The fitness center was open twenty-four hours, but external light orbs had been placed in front of a high-roofed extension that I took to be the arena. The dance was already in progress, and I could hear the thudding pressure of the bass as we drew close. There was a banner by a set of massive double doors, declaring that the alumni association welcomed us.

There were campus guards spread in a semi-circle around the approach to the dance, and a pair by the doors. The perimeter guards converged on our group as we approached, with swords half-drawn.

Oh, great. This was just what I needed. We could have stayed back in the room, fooling around… but we’d made the right decision and now we were going to be hassled for it.

“Are you students?” one of them asked, directing his question at Moeli.

“Yes, sir,” he said.

“Let’s see some ID,” the guard said, looking back and forth from Moeli to Oru as he said this.

“Oh, I’ve got it somewhere,” Moeli said, taking a large pouch off his belt.

“Here’s mine,” Ian said, holding his card out.

“Don’t be a smartass, kid,” the lead guard said. “If we want it, we’ll ask for it.”

“Here we are,” Moeli said, holding his out. The guard snatched it from his hands and looked it over skeptically.

“Oh, um… I don’t seem to have mine on me,” Oru said.

“Dance is only open to students, shortstuff,” one of the other guards said.

“And their dates,” Ian said. “Right?”

“That’s not how it works,” the lead guard said.

“No, it is,” Ian said. “Non-students just have to be escorted by a student. You’ve seen his ID. You don’t need to see hers.”

“I… I can just run back and get it,” Oru said.

“That’s a good idea,” the lead guard said. “How about you two just run along back to Harlowe, and stay there? It can be dangerous… wandering around campus at night, like a couple of monsters in the dark. Your friends can escort you, if you don’t feel safe.”

“Aren’t… aren’t you supposed to keep us safe?” Oru said shakily.

“I’m telling you how to stay safe,” the guard said. “We can’t be held responsible if you don’t listen to safety instructions.”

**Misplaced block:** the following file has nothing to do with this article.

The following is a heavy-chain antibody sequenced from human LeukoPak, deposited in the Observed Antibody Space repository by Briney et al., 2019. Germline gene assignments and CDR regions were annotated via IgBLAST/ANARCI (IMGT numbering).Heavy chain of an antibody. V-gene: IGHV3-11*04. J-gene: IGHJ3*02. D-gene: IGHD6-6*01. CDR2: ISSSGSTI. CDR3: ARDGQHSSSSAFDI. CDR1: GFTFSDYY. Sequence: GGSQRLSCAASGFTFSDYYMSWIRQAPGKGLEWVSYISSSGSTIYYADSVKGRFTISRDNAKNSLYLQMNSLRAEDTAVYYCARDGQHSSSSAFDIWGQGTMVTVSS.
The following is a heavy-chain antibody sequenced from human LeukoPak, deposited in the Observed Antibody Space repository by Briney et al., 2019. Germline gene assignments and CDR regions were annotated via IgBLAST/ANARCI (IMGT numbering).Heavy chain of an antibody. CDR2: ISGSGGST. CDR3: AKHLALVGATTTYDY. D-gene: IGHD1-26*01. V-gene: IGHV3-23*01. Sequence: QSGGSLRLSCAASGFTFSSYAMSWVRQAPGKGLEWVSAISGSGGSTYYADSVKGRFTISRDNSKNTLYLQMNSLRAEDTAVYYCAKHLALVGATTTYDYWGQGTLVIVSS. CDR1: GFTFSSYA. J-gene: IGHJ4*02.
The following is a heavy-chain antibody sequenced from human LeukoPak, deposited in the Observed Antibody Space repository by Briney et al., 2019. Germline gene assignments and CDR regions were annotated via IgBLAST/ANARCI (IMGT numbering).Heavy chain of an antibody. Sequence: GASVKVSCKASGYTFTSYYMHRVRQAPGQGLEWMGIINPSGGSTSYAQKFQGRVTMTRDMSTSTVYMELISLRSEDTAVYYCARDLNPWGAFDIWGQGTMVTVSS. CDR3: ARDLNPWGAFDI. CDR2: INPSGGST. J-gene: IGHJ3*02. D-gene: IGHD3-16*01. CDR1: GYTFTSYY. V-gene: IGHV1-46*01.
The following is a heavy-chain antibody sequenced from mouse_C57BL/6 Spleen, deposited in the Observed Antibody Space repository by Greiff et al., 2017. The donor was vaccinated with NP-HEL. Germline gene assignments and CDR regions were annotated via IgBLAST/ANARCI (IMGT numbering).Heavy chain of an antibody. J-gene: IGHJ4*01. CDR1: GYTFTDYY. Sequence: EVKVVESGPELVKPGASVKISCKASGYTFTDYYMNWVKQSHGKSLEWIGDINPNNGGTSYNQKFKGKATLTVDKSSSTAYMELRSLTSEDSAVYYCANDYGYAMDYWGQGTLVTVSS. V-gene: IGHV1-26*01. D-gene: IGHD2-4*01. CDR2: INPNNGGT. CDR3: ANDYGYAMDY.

With that, and the unmistakable implications it contained, I felt a surge of hot hatred flaring up within me. These assholes were being painfully transparent. It didn’t matter if they were actually willing to kill a couple of non-human students for straying outside the acceptable bounds… it only mattered that said students believed that was likely enough to be cowed by it. If they chose to fight it… the guard hadn’t said anything explicit.

The worst was that they probably wouldn’t give a shit if a couple of town kids decided to crash the college party, as long as they behaved themselves, but they were harassing the obvious non-humans before they even got to the door in order to keep them away.

They thought they could get away with it, because Oru and Shiel were “monster” races… but they didn’t have any idea what kind of monster was really standing in front of them. They didn’t have any idea what I could do to them, before they even had their stupid little swords out of their scabbards.

I pushed it away, taking a painfully deep breath of the icy air to center myself. The situation was already pretty fucked to begin with… it needed a slightly more rational response.

“Hey, guys… I’m not human, either,” I said, tipping my head up and pushing my hood back. The guards looked at me in confusion for a moment… then recognition reached their faces. “You didn’t ask for my ID.”

One of the three guards went pale and tightened his grip on his sword. I thought for a moment that I’d miscalculated here, and something inside me rejoiced at the prospect of bloodshed. His boss held up a hand to caution him. He relaxed. I pushed the feeling away.

“Just this once,” the lead guard said to Oru. “Make sure you carry your ID with you next time.”

We headed on towards the arena.

“I never carry my ID if I don’t have my backpack,” Oru said quietly. She was shaking all over. “My goblin clothes don’t have any pockets, and my jean pockets are all too small.”

“You could get a lanyard or some kind of clip thing,” Ian said. “Anyway, Mackenzie, are you sure it’s a great idea to threaten armed security guards?”

“That wasn’t a threat,” I said. “I figured they must have got a ‘don’t mess with this Harlot’ memo, with the arbitration pending.”

“You’d think they would clean up their act altogether, at least for a little while,” Ian said.

“They probably would, if it was just one single act,” I said. “I don’t think the university has a Dean of Evil Racism overseeing every single act of dickery… just the dicks at the bottom who know they can get away with this shit because the dicks at the top won’t care. They probably would care, now, but they’ve never paid attention before and they’re only starting to now.”